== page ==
¶ 21 Husband first argues that the acceptance of service presented to the trial court was improper because it was not affirmed in the presence of a notary pursuant to Arizona Rule of Family Law Procedure 40(F) (“Rule 40(F)”). While we agree with Husband that the acknowledgment of his signature was faulty, we disagree that it renders the court's order a nullity as a matter of law.

¶ 22 Pursuant to Rule 40(F), “[t]he person to whom a summons or other process is directed may accept service, or waive issuance or service thereof in writing, dated and signed by that person, and subscribed and sworn to (or affirmed to) before a notary public, and the acceptance or waiver shall be filed with the clerk.” Pursuant to Arizona Rule of Family Law Procedure 14(A) (“Rule 14(A)”), “[a] sworn written verification is required for ... an acceptance or waiver of service under Rule 40(F).”

¶ 23 Without addressing Husband's argument of forgery, the acceptance of service indicates that Husband acknowledged his signature to the notary: “On this, 3rd day of March, 2010, [Husband], before me, the undersigned Notary Public, personally appeared and signed the authority to accept service and acknowledged to me that he executed the above instrument for the purposes therein contained.” (Emphasis added.) An acknowledgment, however, is not the same as an affirmation. Pursuant to A.R.S. § 41–311(1) (Supp.2011) an acknowledgment is “a notarial act in which a notary certifies that a signer, whose identity is proven by satisfactory evidence, appeared before the notary and acknowledged that the signer signed the document.” (Emphasis added.) An affirmation, on the other hand, is “a notarial act or part of a notarial act in which a person made a vow in the presence of the notary under penalty of perjury.A.R.S. § 41–311(9) (emphasis added).

¶ 24 Because the acceptance of service did not contain a verification that Husband made an oath or affirmation in compliance with A.R.S. § 41–311(9) and Rules 40(F) and 14(A), we agree that the form is technically defective. However, that does not mean that Husband was never served so as to deprive the court of jurisdiction over Husband and render the decree void. “It is not the return but the fact of service which gives the court jurisdiction. The return is merely evidence by which the court may be informed that the defendant has been served.” Brandt v. Daman Trailer Sales, Inc., 116 Ariz. 421, 422, 569 P.2d 851, 852 (App.1977). Cf. Cockerham v. Zikratch, 127 Ariz. 230, 234, 619 P.2d 739, 743 (1980) (holding that the failure to file an affidavit of service under Arizona Rule of Civil Procedure 4.2(b) (formerly Rule 4.2(e)(2)(b)), “although reversible error, did not render the default judgment void for lack of personal jurisdiction where the facts to be contained in that affidavit appear in the verified complaint and affidavits of the process server.”). Thus, when a notarization on an acceptance of service is defective, on a motion to vacate a decree, it is up to the trial court, after determining the evidence before it, whether the movant has provided clear and convincing evidence for relief from the decree.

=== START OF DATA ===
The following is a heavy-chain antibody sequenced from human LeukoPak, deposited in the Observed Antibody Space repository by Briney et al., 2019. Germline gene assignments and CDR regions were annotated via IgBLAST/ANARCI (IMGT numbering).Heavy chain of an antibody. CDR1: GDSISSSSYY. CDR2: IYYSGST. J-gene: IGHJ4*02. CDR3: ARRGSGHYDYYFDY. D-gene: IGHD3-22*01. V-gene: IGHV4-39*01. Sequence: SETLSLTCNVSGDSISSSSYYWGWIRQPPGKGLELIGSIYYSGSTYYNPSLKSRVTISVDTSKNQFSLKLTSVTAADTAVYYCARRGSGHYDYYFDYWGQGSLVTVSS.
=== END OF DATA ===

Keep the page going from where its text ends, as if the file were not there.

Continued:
¶ 25 The real issue in this case is whether the trial court should have held an evidentiary hearing based on the evidence presented to it on the motion to vacate the decree and Husband asked for such a hearing. Regardless of the evidence that Husband may have known of the petition and the terms of the property settlement and acted in conformity with the agreement, there is still a dispute of fact whether Husband actually signed the acceptance of service. Husband provided the court with his own affidavits in which he stated he “was never served by a process server” and “never executed any waiver of acceptance of service.” He also submitted a report from a forensic document examiner concluding that it was “highly probable” the signature on the acceptance of service was forged. Wife submitted a conflicting affidavit, a report from her own forensic examiner, affidavits from three additional witnesses stating that Husband confirmed signing the document, and e-mails authored by Husband allegedly indicating he signed all of the divorce papers.